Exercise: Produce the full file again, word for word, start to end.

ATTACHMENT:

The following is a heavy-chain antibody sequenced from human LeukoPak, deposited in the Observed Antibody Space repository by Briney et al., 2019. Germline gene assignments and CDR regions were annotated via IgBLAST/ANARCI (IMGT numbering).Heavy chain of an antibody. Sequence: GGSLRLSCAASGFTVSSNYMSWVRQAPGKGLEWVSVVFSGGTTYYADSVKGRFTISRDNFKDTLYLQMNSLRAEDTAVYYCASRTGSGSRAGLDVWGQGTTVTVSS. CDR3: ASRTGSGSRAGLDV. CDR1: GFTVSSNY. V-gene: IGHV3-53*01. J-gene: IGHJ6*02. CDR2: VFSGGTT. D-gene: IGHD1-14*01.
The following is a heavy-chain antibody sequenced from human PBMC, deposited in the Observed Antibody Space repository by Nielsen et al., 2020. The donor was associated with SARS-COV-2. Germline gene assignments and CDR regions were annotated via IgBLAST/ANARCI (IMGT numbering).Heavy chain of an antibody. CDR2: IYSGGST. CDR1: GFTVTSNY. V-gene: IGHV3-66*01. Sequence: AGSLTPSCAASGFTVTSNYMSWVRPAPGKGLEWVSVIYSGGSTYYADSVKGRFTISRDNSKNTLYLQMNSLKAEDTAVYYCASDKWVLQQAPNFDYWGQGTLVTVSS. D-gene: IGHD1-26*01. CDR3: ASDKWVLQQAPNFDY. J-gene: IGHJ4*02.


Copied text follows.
The following is a heavy-chain antibody sequenced from human LeukoPak, deposited in the Observed Antibody Space repository by Briney et al., 2019. Germline gene assignments and CDR regions were annotated via IgBLAST/ANARCI (IMGT numbering).Heavy chain of an antibody. Sequence: GGSLRLSCAASGFTVSSNYMSWVRQAPGKGLEWVSVVFSGGTTYYADSVKGRFTISRDNFKDTLYLQMNSLRAEDTAVYYCASRTGSGSRAGLDVWGQGTTVTVSS. CDR3: ASRTGSGSRAGLDV. CDR1: GFTVSSNY. V-gene: IGHV3-53*01. J-gene: IGHJ6*02. CDR2: VFSGGTT. D-gene: IGHD1-14*01.
The following is a heavy-chain antibody sequenced from human PBMC, deposited in the Observed Antibody Space repository by Nielsen et al., 2020. The donor was associated with SARS-COV-2. Germline gene assignments and CDR regions were annotated via IgBLAST/ANARCI (IMGT numbering).Heavy chain of an antibody. CDR2: IYSGGST. CDR1: GFTVTSNY. V-gene: IGHV3-66*01. Sequence: AGSLTPSCAASGFTVTSNYMSWVRPAPGKGLEWVSVIYSGGSTYYADSVKGRFTISRDNSKNTLYLQMNSLKAEDTAVYYCASDKWVLQQAPNFDYWGQGTLVTVSS. D-gene: IGHD1-26*01. CDR3: ASDKWVLQQAPNFDY. J-gene: IGHJ4*02.